The future long-term welfare of golf’s national membership associations depends on bringing the private sector into their n-f-p world.
Should this be the case, new association counseling programs and membership rolls would flourish and only occasional dues increases might be needed to keep pace with inflation, etc.
Next week’s blog message will focus on the chapters’ n-f-p status and crucial long range planning role within the profession.
Virtually every educational conference for decades has focused on the importance of golf course superintendents “communicating” successfully with their constituencies because this has been a “never found” art form; i.e., no direct means has existed to address this challenging task effectively – until now!
For example: superintendents from Day One have been communicating primarily through the following ineffective devices: newsletters, bulletin board notices, direct mailings and little else.
Accordingly, members/players and course administrations know little about their maintenance programs and even less about the person of their superintendents.
Consequently, 80% of golf course superintendents’ jobs are constantly at risk and their essential highly productive work product is generally taken for granted.
Constituent Web Sites Provide Unique Opportunity
Fortunately, today’s web site concept provides the unique opportunity for superintendents to educate and communicate effectively with their constituents (member/players and administrations) in a direct and efficient manner.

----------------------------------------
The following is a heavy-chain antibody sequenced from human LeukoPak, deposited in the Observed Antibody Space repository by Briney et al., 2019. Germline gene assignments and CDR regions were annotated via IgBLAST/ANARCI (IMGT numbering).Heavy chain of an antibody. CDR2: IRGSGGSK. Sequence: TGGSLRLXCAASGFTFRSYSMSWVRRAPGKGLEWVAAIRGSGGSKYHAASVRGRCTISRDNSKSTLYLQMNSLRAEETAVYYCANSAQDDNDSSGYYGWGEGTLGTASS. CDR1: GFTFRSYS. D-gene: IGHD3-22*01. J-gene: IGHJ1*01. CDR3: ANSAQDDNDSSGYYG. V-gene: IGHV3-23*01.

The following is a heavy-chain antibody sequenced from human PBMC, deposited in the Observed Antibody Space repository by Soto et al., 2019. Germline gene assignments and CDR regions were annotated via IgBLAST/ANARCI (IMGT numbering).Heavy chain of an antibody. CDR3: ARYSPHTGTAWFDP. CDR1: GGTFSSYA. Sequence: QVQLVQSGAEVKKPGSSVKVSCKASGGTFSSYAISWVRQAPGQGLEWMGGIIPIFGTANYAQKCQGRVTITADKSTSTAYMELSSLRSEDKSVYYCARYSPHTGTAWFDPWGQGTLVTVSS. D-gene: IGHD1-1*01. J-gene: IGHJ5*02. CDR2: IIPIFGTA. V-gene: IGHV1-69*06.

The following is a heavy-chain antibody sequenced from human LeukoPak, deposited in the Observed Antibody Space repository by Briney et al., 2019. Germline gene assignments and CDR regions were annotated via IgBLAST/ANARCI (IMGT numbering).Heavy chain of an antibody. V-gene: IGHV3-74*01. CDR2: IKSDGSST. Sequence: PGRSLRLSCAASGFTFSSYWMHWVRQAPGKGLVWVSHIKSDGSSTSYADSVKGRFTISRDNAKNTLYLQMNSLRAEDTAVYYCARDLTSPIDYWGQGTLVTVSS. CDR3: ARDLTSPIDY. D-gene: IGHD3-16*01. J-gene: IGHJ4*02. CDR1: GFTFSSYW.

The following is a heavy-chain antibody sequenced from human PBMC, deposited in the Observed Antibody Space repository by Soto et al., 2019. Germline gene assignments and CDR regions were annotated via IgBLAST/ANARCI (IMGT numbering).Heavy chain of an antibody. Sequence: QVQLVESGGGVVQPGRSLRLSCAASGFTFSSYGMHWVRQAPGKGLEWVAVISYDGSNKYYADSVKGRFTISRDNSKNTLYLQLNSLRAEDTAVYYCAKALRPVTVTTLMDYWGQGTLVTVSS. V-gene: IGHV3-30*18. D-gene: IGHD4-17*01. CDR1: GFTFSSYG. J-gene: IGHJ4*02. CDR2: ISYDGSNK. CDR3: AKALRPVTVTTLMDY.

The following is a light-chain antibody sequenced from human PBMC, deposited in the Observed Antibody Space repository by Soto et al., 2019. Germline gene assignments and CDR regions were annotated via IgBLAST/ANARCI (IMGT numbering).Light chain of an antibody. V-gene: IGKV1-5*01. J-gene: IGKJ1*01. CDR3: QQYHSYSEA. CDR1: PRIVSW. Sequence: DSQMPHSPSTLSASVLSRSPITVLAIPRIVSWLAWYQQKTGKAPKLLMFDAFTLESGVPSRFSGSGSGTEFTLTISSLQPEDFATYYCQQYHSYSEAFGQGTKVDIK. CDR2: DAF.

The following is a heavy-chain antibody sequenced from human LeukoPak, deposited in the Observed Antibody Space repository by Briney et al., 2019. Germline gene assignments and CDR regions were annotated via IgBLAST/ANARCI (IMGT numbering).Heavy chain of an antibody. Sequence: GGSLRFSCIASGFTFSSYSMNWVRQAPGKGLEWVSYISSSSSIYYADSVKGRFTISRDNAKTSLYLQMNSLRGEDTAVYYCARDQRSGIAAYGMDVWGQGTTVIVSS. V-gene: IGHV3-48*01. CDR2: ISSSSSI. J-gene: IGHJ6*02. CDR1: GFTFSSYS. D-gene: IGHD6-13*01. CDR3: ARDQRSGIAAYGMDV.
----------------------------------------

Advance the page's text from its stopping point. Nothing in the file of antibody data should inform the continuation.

Constituent Web Site Profile
The first order of business (after advising the employer of the concept) would naturally be to prepare an attractive home page where the following series of links would lead targeted reader groups to all the pertinent aspects of their golf course’s maintenance program; for example:
- A season long Master Event Schedule that would present all golf course operations – overlaid with maintenance program scheduling.
- Daily updated, seven-days-in-advance official weather bureau forecasts.
- Daily green speed and pin-setting profiles – when plausible.
- A “Definition Directory” of golf course maintenance terminology, procedures and cultural practices.
- An ongoing “Q & A” opportunity for members/players to query re: favorite issues and cultural practices. Summarize periodically with FAQ presentations.
- Profile, as need arises, temporary and/or seasonal problems with golf course quality – together with expectations and schedules to rectify, etc. Couple with similar turf management issues/problems prevailing at regional golf courses.
- A weekly sign-up sheet for members/players to schedule a weekday round of golf with the superintendent.
- A pre-season signup sheet to attend Rules seminars for men, women and juniors where the superintendent and the golf professional would profile all applicable Rules issues throughout their golf course. Seminars would be recorded for replay on the constituent web site throughout the season, and/or to be downloaded to member/player computer systems at home, etc.
- A monthly signup sheet for members/players, their families and children to tour the maintenance facility with specific crew equipment demonstrations.
A weekly updated constituent web site developed with the above series of links would provide:
. . . a cornucopia of opportunities for superintendents to educate and bond with their member/player communities in a manner that would virtually assure their jobs.
Borrowing on a theme I have used from time to time: a constituent web site is a (big) “party” waiting to happen.